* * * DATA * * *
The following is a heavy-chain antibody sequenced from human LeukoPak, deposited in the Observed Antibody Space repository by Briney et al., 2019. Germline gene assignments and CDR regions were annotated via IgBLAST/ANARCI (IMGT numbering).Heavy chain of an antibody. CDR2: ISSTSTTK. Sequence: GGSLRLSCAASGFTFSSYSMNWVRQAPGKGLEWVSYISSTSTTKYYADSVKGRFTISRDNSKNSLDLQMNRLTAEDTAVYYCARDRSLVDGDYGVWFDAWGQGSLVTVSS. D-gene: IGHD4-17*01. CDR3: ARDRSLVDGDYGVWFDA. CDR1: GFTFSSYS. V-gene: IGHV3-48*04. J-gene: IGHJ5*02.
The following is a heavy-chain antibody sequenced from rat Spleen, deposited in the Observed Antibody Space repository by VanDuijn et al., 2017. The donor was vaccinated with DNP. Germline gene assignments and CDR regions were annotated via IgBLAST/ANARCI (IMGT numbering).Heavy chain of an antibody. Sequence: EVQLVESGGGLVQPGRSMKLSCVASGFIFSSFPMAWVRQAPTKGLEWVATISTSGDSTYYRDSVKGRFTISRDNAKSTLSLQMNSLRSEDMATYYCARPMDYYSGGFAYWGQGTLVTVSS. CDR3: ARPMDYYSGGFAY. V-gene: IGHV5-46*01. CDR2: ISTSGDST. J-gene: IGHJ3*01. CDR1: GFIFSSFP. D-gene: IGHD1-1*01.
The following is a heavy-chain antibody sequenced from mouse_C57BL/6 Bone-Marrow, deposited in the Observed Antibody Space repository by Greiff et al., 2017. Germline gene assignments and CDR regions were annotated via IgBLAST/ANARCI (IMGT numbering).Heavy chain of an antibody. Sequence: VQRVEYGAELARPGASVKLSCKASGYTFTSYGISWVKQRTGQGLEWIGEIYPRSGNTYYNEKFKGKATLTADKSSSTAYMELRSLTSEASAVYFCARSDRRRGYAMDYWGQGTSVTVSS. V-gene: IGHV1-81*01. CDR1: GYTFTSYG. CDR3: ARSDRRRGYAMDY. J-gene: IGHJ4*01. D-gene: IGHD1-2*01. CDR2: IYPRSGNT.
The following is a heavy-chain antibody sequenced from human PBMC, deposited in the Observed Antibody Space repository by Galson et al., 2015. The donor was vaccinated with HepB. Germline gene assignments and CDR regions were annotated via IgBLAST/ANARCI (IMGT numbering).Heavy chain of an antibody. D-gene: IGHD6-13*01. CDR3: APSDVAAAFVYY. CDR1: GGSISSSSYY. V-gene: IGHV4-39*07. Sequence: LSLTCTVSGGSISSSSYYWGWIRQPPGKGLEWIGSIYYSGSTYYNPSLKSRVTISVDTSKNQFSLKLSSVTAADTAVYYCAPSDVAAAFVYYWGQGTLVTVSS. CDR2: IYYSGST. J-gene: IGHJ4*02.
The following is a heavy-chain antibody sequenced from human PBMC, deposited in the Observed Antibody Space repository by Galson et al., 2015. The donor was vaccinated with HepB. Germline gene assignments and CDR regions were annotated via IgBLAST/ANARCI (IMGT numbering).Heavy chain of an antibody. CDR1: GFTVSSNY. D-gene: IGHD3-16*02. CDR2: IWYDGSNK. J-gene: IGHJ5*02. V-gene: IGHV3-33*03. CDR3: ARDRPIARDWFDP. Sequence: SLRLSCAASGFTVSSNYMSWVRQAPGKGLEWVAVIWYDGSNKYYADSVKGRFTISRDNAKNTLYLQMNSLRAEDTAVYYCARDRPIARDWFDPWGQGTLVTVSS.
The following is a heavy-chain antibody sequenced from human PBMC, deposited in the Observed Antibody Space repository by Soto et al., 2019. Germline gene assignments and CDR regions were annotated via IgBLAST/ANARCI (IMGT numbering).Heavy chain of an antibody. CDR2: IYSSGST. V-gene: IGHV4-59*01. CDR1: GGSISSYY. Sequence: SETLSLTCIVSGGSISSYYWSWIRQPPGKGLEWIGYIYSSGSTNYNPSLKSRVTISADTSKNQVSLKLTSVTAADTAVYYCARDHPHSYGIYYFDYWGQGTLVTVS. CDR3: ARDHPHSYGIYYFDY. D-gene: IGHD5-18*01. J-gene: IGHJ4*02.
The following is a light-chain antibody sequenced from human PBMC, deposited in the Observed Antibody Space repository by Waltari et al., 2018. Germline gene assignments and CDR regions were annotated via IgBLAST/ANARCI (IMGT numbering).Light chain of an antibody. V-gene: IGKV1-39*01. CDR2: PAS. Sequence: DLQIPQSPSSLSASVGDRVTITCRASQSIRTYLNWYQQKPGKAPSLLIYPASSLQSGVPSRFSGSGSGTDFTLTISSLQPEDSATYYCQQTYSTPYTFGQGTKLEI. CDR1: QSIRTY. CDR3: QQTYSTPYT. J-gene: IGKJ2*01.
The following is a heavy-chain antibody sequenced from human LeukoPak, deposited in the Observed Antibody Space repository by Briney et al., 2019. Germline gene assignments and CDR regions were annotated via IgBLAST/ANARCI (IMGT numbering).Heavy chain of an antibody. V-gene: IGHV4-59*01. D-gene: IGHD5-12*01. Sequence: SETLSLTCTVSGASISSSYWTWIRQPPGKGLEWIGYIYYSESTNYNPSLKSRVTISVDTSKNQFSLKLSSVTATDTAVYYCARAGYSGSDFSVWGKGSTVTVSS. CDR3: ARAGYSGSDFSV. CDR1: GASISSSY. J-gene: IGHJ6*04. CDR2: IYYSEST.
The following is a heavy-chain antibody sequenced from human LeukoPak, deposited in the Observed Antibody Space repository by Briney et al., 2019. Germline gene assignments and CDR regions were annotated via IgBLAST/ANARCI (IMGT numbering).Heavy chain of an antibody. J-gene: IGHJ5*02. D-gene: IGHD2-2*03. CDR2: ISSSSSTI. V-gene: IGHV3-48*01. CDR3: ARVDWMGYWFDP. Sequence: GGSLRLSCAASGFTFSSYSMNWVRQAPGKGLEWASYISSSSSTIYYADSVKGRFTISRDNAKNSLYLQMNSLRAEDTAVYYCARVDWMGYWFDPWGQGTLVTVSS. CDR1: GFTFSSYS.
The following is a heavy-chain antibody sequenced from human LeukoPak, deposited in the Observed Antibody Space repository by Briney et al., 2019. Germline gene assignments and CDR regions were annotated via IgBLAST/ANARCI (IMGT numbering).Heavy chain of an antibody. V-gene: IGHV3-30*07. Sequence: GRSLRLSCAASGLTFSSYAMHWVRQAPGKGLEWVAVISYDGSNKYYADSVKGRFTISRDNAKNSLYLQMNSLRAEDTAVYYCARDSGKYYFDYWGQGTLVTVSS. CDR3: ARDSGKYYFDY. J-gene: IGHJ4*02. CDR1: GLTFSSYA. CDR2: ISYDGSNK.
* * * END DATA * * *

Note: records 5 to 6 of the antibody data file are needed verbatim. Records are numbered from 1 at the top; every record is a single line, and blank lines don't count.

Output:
The following is a heavy-chain antibody sequenced from human PBMC, deposited in the Observed Antibody Space repository by Galson et al., 2015. The donor was vaccinated with HepB. Germline gene assignments and CDR regions were annotated via IgBLAST/ANARCI (IMGT numbering).Heavy chain of an antibody. CDR1: GFTVSSNY. D-gene: IGHD3-16*02. CDR2: IWYDGSNK. J-gene: IGHJ5*02. V-gene: IGHV3-33*03. CDR3: ARDRPIARDWFDP. Sequence: SLRLSCAASGFTVSSNYMSWVRQAPGKGLEWVAVIWYDGSNKYYADSVKGRFTISRDNAKNTLYLQMNSLRAEDTAVYYCARDRPIARDWFDPWGQGTLVTVSS.
The following is a heavy-chain antibody sequenced from human PBMC, deposited in the Observed Antibody Space repository by Soto et al., 2019. Germline gene assignments and CDR regions were annotated via IgBLAST/ANARCI (IMGT numbering).Heavy chain of an antibody. CDR2: IYSSGST. V-gene: IGHV4-59*01. CDR1: GGSISSYY. Sequence: SETLSLTCIVSGGSISSYYWSWIRQPPGKGLEWIGYIYSSGSTNYNPSLKSRVTISADTSKNQVSLKLTSVTAADTAVYYCARDHPHSYGIYYFDYWGQGTLVTVS. CDR3: ARDHPHSYGIYYFDY. D-gene: IGHD5-18*01. J-gene: IGHJ4*02.